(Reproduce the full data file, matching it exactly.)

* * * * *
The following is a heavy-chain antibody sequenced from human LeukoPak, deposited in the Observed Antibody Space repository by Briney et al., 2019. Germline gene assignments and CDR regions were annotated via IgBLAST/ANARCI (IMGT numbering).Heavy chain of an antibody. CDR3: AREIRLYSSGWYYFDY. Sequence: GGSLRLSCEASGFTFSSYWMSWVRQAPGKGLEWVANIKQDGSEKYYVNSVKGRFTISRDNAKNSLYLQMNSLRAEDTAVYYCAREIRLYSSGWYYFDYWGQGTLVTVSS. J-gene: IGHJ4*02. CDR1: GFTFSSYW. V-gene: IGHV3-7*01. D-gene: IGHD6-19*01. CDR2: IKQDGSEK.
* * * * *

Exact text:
The following is a heavy-chain antibody sequenced from human LeukoPak, deposited in the Observed Antibody Space repository by Briney et al., 2019. Germline gene assignments and CDR regions were annotated via IgBLAST/ANARCI (IMGT numbering).Heavy chain of an antibody. CDR3: AREIRLYSSGWYYFDY. Sequence: GGSLRLSCEASGFTFSSYWMSWVRQAPGKGLEWVANIKQDGSEKYYVNSVKGRFTISRDNAKNSLYLQMNSLRAEDTAVYYCAREIRLYSSGWYYFDYWGQGTLVTVSS. J-gene: IGHJ4*02. CDR1: GFTFSSYW. V-gene: IGHV3-7*01. D-gene: IGHD6-19*01. CDR2: IKQDGSEK.